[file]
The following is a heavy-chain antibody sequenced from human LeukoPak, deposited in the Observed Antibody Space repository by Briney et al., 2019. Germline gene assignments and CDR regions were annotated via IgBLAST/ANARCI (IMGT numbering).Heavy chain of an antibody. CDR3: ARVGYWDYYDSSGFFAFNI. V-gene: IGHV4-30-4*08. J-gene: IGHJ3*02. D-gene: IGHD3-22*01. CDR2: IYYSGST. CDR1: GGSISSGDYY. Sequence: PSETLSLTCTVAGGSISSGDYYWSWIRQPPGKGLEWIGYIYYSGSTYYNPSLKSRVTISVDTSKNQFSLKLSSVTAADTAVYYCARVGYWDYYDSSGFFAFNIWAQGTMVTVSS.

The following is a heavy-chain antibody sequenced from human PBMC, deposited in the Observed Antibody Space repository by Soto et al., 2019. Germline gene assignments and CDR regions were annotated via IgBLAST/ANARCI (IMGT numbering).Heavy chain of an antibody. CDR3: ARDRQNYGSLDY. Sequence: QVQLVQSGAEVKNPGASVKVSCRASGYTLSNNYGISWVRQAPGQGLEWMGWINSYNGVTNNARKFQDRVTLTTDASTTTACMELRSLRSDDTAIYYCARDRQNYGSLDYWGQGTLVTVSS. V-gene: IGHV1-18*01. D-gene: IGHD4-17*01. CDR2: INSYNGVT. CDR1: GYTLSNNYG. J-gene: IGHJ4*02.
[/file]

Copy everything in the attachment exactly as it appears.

The following is a heavy-chain antibody sequenced from human LeukoPak, deposited in the Observed Antibody Space repository by Briney et al., 2019. Germline gene assignments and CDR regions were annotated via IgBLAST/ANARCI (IMGT numbering).Heavy chain of an antibody. CDR3: ARVGYWDYYDSSGFFAFNI. V-gene: IGHV4-30-4*08. J-gene: IGHJ3*02. D-gene: IGHD3-22*01. CDR2: IYYSGST. CDR1: GGSISSGDYY. Sequence: PSETLSLTCTVAGGSISSGDYYWSWIRQPPGKGLEWIGYIYYSGSTYYNPSLKSRVTISVDTSKNQFSLKLSSVTAADTAVYYCARVGYWDYYDSSGFFAFNIWAQGTMVTVSS.

The following is a heavy-chain antibody sequenced from human PBMC, deposited in the Observed Antibody Space repository by Soto et al., 2019. Germline gene assignments and CDR regions were annotated via IgBLAST/ANARCI (IMGT numbering).Heavy chain of an antibody. CDR3: ARDRQNYGSLDY. Sequence: QVQLVQSGAEVKNPGASVKVSCRASGYTLSNNYGISWVRQAPGQGLEWMGWINSYNGVTNNARKFQDRVTLTTDASTTTACMELRSLRSDDTAIYYCARDRQNYGSLDYWGQGTLVTVSS. V-gene: IGHV1-18*01. D-gene: IGHD4-17*01. CDR2: INSYNGVT. CDR1: GYTLSNNYG. J-gene: IGHJ4*02.